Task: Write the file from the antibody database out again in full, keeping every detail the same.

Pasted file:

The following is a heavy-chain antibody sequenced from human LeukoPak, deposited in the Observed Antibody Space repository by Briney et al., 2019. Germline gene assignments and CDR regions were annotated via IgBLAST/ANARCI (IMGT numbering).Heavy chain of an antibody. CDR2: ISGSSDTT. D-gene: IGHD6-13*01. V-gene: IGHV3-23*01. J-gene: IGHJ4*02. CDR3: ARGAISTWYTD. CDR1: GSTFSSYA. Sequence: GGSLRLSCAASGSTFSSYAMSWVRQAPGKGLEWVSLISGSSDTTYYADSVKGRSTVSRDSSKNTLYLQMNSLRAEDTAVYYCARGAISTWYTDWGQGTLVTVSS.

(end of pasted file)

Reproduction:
The following is a heavy-chain antibody sequenced from human LeukoPak, deposited in the Observed Antibody Space repository by Briney et al., 2019. Germline gene assignments and CDR regions were annotated via IgBLAST/ANARCI (IMGT numbering).Heavy chain of an antibody. CDR2: ISGSSDTT. D-gene: IGHD6-13*01. V-gene: IGHV3-23*01. J-gene: IGHJ4*02. CDR3: ARGAISTWYTD. CDR1: GSTFSSYA. Sequence: GGSLRLSCAASGSTFSSYAMSWVRQAPGKGLEWVSLISGSSDTTYYADSVKGRSTVSRDSSKNTLYLQMNSLRAEDTAVYYCARGAISTWYTDWGQGTLVTVSS.